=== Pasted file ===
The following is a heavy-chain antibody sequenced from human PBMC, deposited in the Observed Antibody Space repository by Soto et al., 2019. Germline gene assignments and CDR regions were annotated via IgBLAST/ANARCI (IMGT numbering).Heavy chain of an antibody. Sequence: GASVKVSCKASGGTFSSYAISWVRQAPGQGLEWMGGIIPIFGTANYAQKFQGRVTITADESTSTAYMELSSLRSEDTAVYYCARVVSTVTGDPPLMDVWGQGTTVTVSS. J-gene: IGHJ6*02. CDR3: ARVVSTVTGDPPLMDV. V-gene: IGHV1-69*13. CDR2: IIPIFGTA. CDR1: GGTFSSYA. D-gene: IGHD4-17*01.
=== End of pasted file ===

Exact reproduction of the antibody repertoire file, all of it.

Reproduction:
The following is a heavy-chain antibody sequenced from human PBMC, deposited in the Observed Antibody Space repository by Soto et al., 2019. Germline gene assignments and CDR regions were annotated via IgBLAST/ANARCI (IMGT numbering).Heavy chain of an antibody. Sequence: GASVKVSCKASGGTFSSYAISWVRQAPGQGLEWMGGIIPIFGTANYAQKFQGRVTITADESTSTAYMELSSLRSEDTAVYYCARVVSTVTGDPPLMDVWGQGTTVTVSS. J-gene: IGHJ6*02. CDR3: ARVVSTVTGDPPLMDV. V-gene: IGHV1-69*13. CDR2: IIPIFGTA. CDR1: GGTFSSYA. D-gene: IGHD4-17*01.